On a drizzling day last winter, Rebecca Samuelson drove from her job at Redfin, a technology startup in Seattle, about an hour south to a high-school football field in the city of Kent. When she arrived, it had already been dark for at least an hour. She quickly changed and headed out to the field to practice alongside the other 30-some members of the Seattle Majestics, a full-contact, 11-on-11 women’s football team. There, she and the rest of the Majestics ran drills, practiced plays, and otherwise prepared for their season, which takes place each spring. She got home around 10:30 or 11 pm, sore and bleeding, and went to bed, mentally preparing to face not only another full day at the office, but also the gym, practice, fundraisers, and any other team-required activities the next day.
And she paid for the pleasure to do so.
Though it’s been over 40 years since the passage of Title IX, the federal law that prohibits sex discrimination in schools that receive federal funding, disparities in funding and opportunities for women in sports persist. While 40 percent of high-school girls play a sport, women receive roughly $183 million less than their male counterparts in athletic scholarships from the NCAA. After college graduation, women have incredibly limited opportunities to continue in sports, and if they do become professionals, the pay is dismal.
For most adult women who want to play, recreational and amateur leagues are the default. Here, it’s not a matter of how much they’ll be paid—it’s a matter of whether or not they can afford their own league dues. In the case of the Majestics, one of 40 teams across the United States in the Women’s Football Alliance (WFA), the starting fee is about $700.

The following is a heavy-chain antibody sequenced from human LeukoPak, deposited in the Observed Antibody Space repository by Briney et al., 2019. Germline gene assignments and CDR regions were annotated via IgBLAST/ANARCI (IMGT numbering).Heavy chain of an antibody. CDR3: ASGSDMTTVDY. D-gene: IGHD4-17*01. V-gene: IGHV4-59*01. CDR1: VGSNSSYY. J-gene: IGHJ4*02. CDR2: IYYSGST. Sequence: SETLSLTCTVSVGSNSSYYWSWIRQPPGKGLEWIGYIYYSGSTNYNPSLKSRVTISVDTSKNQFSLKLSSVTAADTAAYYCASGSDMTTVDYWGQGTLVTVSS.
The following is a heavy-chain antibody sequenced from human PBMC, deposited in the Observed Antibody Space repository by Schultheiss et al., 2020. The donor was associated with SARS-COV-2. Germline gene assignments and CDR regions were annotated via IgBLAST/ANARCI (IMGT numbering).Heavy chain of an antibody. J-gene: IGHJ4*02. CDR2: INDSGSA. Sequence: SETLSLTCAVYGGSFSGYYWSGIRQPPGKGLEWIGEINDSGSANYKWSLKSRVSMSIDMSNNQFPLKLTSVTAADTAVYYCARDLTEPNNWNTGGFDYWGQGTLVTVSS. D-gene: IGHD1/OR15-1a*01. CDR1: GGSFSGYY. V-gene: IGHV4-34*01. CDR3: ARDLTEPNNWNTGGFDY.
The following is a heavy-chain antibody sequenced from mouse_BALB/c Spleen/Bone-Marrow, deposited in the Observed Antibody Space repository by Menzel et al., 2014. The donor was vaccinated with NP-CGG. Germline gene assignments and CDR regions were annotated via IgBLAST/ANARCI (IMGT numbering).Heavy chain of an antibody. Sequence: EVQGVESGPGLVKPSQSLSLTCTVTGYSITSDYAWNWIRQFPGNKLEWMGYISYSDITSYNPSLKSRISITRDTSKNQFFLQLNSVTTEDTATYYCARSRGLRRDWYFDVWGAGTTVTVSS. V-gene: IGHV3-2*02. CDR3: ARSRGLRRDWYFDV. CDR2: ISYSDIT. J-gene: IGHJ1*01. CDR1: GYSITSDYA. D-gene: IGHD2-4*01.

Often confused with the Legends Football League (formerly known as the Lingerie Football League, though the women still play in glorified undergarments and ineffectual pads), the WFA is a nonprofit organization that sets itself apart by not playing a modified version of the male sport. WFA games are tackle, completely padded gridiron football.
The WFA has operated as the largest women’s tackle football league in the country since it was founded in 2007 by husband-and-wife team Jeff and Lisa King, of Exeter, California. Both of the Kings are former football players; Jeff played in college until he was sidelined with a knee injury, while Lisa played with the Los Angeles Amazons for two years. Passionate about the sport, they created the WFA to create a more cohesive league for women—because, while women’s tackle-football teams and leagues have existed for decades, funding has always been an issue. The WFA’s nonprofit status makes it much cheaper to establish franchises and allows for most of the money raised to be invested back in the teams.
While some WFA players have logged close to a decade or more playing women’s football, there’s a wide range of ages and experience levels on each team. Most of the women of the begin playing in the WFA in their late 20s, a full decade or more later than male professional football players, and find their local teams largely through word of mouth or Google. Like most of the problems facing the WFA, this late recruitment is due to its tight finances. The WFA doesn’t have the resources to court athletes at the high school or college level, and even if they did, they’d have little to promise them aside from long days and a love of the game.